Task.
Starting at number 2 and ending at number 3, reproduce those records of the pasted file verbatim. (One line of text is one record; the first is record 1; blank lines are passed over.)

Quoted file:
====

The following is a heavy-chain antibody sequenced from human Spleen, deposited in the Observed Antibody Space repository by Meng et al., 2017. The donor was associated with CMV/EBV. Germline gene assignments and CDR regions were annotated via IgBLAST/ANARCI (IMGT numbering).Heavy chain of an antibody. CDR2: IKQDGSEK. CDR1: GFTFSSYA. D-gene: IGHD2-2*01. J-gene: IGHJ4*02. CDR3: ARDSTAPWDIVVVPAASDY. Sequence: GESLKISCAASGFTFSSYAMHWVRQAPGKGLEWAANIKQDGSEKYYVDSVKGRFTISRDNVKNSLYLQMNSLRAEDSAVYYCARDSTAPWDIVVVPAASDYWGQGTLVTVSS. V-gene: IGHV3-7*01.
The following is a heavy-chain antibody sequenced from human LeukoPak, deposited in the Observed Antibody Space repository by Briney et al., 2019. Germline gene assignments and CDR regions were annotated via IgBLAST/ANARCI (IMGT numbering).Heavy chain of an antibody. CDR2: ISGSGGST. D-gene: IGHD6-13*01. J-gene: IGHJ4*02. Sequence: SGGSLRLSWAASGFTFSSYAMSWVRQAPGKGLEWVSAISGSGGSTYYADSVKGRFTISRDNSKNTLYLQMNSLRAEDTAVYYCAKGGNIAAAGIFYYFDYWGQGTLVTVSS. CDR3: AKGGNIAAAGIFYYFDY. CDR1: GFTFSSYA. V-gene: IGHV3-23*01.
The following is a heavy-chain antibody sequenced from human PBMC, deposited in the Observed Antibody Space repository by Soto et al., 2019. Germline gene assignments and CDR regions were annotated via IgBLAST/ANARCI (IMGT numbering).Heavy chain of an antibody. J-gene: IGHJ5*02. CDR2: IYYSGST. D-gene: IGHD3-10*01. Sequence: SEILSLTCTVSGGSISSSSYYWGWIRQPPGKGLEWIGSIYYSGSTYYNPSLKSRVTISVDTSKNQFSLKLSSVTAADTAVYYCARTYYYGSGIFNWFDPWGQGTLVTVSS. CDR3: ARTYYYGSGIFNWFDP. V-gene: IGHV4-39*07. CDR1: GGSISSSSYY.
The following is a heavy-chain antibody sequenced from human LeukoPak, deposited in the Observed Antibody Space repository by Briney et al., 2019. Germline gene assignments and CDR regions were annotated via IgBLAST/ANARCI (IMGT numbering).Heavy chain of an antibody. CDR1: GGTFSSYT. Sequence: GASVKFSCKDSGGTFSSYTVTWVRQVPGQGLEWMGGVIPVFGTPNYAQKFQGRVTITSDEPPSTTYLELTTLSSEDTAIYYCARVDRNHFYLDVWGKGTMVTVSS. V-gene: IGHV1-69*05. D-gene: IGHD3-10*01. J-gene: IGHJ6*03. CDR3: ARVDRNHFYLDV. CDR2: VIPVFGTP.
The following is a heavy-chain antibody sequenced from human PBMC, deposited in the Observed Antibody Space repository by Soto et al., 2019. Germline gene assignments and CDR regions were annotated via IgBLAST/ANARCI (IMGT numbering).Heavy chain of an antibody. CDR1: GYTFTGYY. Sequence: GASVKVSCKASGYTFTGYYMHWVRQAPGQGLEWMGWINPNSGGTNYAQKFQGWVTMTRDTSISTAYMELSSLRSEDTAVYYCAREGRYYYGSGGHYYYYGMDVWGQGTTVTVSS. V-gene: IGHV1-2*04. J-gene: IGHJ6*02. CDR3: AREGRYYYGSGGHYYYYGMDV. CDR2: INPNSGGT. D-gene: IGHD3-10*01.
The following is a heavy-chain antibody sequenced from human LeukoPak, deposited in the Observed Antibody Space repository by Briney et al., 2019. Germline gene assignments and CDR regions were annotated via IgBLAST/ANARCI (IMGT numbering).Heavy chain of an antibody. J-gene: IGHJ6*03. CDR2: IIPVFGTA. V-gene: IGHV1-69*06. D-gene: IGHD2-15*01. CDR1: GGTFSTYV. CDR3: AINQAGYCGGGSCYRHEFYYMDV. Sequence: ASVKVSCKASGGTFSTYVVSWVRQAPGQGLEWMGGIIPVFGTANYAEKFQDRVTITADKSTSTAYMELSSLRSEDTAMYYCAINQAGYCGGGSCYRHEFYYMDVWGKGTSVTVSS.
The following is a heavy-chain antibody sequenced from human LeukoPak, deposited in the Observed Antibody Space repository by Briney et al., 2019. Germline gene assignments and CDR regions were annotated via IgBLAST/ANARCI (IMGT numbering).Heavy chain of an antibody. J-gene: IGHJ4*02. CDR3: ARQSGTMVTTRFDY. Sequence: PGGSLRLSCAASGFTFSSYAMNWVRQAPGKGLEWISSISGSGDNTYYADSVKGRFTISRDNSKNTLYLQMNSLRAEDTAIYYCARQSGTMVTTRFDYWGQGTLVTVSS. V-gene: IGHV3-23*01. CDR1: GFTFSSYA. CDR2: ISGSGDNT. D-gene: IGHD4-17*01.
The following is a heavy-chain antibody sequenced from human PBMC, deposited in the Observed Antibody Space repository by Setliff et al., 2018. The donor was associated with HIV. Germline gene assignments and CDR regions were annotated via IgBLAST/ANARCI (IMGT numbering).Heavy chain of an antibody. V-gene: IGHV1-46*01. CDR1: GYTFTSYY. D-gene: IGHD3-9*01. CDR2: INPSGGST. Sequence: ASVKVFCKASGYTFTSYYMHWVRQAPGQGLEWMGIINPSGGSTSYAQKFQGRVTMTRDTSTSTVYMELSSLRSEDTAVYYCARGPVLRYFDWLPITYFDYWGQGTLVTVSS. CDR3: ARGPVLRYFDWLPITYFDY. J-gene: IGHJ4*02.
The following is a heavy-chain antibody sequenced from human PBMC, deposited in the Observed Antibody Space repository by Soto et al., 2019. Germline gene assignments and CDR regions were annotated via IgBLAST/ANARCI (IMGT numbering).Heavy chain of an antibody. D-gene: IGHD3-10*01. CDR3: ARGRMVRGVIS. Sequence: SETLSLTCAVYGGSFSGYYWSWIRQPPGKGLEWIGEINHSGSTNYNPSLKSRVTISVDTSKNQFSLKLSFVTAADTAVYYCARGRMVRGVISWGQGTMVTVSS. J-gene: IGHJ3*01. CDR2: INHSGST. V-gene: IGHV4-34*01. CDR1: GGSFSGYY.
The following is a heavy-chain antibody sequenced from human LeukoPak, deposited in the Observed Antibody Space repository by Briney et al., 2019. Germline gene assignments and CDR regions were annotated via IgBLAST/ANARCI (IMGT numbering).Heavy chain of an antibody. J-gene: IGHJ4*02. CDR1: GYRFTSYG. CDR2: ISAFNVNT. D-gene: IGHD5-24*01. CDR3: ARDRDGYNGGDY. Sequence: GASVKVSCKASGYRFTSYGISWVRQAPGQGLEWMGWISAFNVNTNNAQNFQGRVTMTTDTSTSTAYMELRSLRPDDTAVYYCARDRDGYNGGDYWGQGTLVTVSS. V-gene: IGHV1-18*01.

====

The following is a heavy-chain antibody sequenced from human LeukoPak, deposited in the Observed Antibody Space repository by Briney et al., 2019. Germline gene assignments and CDR regions were annotated via IgBLAST/ANARCI (IMGT numbering).Heavy chain of an antibody. CDR2: ISGSGGST. D-gene: IGHD6-13*01. J-gene: IGHJ4*02. Sequence: SGGSLRLSWAASGFTFSSYAMSWVRQAPGKGLEWVSAISGSGGSTYYADSVKGRFTISRDNSKNTLYLQMNSLRAEDTAVYYCAKGGNIAAAGIFYYFDYWGQGTLVTVSS. CDR3: AKGGNIAAAGIFYYFDY. CDR1: GFTFSSYA. V-gene: IGHV3-23*01.
The following is a heavy-chain antibody sequenced from human PBMC, deposited in the Observed Antibody Space repository by Soto et al., 2019. Germline gene assignments and CDR regions were annotated via IgBLAST/ANARCI (IMGT numbering).Heavy chain of an antibody. J-gene: IGHJ5*02. CDR2: IYYSGST. D-gene: IGHD3-10*01. Sequence: SEILSLTCTVSGGSISSSSYYWGWIRQPPGKGLEWIGSIYYSGSTYYNPSLKSRVTISVDTSKNQFSLKLSSVTAADTAVYYCARTYYYGSGIFNWFDPWGQGTLVTVSS. CDR3: ARTYYYGSGIFNWFDP. V-gene: IGHV4-39*07. CDR1: GGSISSSSYY.